French Sports Retailer Pulls “Running Hijab” After Public Outrage

French Sports Retailer Pulls “Running Hijab” After Public Outrage

French retailer Decathalon has quickly backpedaled on a heavily promoted “sports hijab” which allowed Muslim women to work out while still remaining in compliance with Sharia law, after the garment faced immediate pushback from outraged politicians and members of the public. 

My choice as a woman and a citizen will be to no longer trust a brand that breaks with our values,” tweeted Health Minister Agnes Buzyn. 

Photo via sbs.com.au

Decathalon initially doubled down – arguing over social media that they were offering women “a suitable sports product, without judgement.” 

Less than 24 hours later, however, the sports hijab was pulled following “many internal debates, and to guarantee the safety of our employees in France,” and a “violent controversy” surrounding the hijab 

“Our mission is to create … products at the fairest prices, anywhere in the world,” said the company. 

Islam is the second-most widely practiced religion in France after Catholicism, at around 12.5% of the population. The country has banned Muslim women from wearing veils in public, including the controversial “burkini” in coastal cities. 

France was the first European country to blatantly ban the burka and niqab in public places when, in 2011, it was made illegal for women to leave their homes wearing a face covering.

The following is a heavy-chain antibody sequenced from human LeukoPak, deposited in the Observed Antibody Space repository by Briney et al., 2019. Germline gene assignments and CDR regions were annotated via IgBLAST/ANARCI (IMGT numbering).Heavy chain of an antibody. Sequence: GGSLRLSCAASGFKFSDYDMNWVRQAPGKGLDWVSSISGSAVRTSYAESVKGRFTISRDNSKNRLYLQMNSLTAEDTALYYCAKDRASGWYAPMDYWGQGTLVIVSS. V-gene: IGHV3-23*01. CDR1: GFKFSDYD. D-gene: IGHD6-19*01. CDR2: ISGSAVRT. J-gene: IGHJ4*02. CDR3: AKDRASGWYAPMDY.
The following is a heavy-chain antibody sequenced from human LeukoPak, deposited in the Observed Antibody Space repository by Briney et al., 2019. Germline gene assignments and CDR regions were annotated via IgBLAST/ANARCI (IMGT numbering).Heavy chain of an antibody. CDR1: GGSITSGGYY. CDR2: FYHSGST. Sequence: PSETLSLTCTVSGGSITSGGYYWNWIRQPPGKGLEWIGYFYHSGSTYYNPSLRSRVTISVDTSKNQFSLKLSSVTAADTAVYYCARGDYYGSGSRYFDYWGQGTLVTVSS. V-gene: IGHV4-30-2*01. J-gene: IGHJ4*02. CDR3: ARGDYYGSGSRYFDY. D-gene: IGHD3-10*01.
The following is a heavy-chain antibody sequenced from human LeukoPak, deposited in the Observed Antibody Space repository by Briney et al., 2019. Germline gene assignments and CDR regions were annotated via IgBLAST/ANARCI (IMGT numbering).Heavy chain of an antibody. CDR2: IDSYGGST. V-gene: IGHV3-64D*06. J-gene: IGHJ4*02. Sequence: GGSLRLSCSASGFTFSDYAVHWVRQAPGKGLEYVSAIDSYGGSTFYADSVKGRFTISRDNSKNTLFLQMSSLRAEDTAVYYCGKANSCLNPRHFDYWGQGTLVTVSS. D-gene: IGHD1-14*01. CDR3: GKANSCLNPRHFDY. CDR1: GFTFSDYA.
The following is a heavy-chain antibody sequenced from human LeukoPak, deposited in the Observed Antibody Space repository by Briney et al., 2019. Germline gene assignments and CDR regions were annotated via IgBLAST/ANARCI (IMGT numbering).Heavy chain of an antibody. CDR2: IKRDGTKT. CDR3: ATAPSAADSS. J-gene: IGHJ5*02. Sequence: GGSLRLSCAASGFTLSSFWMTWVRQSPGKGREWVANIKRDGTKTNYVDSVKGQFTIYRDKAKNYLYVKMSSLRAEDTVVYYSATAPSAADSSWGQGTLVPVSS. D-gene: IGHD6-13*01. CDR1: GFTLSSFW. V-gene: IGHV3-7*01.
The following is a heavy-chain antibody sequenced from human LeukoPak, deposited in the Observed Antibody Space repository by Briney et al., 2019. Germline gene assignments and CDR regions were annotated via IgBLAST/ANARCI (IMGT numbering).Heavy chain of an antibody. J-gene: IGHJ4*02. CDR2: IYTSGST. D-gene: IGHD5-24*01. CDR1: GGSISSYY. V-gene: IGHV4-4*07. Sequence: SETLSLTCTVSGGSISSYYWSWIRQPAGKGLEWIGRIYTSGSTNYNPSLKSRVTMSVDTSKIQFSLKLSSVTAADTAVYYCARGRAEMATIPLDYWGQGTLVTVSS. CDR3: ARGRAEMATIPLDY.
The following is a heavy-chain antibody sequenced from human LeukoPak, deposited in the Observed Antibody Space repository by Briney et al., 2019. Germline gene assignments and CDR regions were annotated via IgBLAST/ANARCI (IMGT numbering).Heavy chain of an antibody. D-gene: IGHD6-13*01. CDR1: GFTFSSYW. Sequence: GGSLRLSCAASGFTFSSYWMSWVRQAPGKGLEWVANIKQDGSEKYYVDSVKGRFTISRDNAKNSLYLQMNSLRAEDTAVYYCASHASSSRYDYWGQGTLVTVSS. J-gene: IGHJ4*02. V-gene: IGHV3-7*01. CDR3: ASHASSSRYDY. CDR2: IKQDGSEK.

Not only are there fines for wearing the veil, but anyone who forces a woman to wear one can be fined about $43,000 or be jailed.

In 2016, coastal French towns banned the body-covering burkini swimwear — a move that was defended by the French Government.

Sisco on the island of Corsica, and the Rivera towns of Cannes and Villeneuve-Loubet implemented the ban in the aim to “protect the population” after several clashes between Muslims and non-Muslims.

However, France’s highest administrative court suspended the bans, saying they constituted a “serious and clearly illegal violation of fundamental freedoms”. –ABC.net.au

Following the 2016 truck attack in Nice, France, which killed 84 people, the city implemented its own ban on face coverings despite a higher court ruling that the ban was a “serious” violation of freedoms. Nice eventually relented and lifted the ban. 

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